Wigner, Eugene Paul

Eugene Paul Wigner (1902-1995) was a Hungarian physicist who won the 1963 Nobel Laureate in Physics for his contributions to the theory of the atomic nucleus and the elementary particles, particularly through the discovery and application of fundamental symmetry principles. In addition to being a theoretical physicist of the first rank, he is considered one of the founders of nuclear engineering. He led the group that designed the first very high-powered nuclear reactors, which were built at Hanford, Washington during the Manhattan Project, for the production of the isotope plutonium-239.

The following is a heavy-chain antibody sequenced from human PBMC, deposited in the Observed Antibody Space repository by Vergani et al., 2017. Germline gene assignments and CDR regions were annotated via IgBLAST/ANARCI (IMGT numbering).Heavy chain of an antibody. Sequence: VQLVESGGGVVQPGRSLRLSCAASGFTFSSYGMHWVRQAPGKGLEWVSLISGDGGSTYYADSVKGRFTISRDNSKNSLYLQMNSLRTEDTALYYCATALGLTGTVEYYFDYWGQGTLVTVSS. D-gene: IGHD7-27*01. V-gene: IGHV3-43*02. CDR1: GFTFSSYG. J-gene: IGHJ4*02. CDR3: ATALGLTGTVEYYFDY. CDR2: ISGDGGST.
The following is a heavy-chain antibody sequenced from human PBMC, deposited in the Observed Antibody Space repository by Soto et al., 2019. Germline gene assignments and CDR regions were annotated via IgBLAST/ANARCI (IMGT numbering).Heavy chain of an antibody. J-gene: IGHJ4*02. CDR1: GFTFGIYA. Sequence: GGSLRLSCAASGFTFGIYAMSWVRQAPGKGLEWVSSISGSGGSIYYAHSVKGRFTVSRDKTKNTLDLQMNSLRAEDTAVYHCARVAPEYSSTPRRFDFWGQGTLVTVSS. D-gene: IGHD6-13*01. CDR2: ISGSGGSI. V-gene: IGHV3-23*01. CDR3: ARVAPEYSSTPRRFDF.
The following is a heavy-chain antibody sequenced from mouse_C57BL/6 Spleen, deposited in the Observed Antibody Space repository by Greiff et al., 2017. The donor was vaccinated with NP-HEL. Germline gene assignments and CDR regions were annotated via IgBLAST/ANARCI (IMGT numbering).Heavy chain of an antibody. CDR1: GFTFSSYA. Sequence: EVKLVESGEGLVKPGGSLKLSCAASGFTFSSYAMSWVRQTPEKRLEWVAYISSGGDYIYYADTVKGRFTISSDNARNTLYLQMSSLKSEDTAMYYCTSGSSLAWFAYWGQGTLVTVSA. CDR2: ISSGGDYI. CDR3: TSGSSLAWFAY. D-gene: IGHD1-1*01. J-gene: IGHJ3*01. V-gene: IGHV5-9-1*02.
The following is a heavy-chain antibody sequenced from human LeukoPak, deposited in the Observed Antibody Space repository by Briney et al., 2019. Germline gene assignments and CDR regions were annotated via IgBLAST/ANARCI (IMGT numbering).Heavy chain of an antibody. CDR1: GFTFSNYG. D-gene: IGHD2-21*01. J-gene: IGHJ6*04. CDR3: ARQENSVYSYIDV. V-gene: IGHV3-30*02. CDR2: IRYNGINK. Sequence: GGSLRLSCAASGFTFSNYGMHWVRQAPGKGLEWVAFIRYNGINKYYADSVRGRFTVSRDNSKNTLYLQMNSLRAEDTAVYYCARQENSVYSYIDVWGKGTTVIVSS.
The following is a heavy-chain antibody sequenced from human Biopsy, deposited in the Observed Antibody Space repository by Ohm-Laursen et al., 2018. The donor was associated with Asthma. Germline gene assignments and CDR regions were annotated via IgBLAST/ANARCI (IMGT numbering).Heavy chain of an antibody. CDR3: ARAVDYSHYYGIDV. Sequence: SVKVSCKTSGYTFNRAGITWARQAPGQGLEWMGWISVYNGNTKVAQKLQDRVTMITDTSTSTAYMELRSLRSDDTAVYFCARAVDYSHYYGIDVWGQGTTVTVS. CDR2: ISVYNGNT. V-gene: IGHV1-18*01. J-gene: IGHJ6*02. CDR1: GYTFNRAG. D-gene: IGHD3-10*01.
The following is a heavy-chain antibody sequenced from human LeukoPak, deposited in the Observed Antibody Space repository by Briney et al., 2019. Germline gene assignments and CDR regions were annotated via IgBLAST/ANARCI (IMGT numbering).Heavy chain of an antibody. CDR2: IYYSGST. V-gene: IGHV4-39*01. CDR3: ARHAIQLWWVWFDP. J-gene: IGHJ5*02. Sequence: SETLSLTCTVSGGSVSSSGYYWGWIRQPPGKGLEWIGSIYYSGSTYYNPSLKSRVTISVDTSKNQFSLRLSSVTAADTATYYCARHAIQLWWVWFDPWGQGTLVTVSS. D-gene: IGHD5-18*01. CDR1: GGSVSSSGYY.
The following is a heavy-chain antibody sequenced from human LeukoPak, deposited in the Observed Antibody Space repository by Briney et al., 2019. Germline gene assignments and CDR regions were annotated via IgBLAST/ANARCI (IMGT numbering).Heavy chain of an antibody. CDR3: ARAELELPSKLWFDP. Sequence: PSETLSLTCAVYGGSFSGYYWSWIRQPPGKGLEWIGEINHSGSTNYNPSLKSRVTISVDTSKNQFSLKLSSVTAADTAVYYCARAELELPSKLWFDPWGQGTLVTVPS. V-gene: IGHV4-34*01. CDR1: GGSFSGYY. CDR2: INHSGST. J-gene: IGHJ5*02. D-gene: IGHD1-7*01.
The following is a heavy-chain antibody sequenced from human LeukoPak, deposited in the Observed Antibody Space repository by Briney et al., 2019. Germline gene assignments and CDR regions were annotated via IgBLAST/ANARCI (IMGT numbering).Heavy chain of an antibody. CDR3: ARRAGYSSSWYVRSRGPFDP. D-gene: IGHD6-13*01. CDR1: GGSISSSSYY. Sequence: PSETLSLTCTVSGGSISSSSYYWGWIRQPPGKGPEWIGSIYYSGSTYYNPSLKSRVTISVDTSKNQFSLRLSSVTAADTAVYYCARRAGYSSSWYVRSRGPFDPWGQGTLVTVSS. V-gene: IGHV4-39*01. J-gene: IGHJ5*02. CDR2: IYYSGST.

Further Readings
Eugene Wigner – Biography (Nobel Foundation)

Glossary

Citation

Cleveland, C. (2006). Wigner, Eugene Paul. Retrieved from http://www.eoearth.org/view/article/157121

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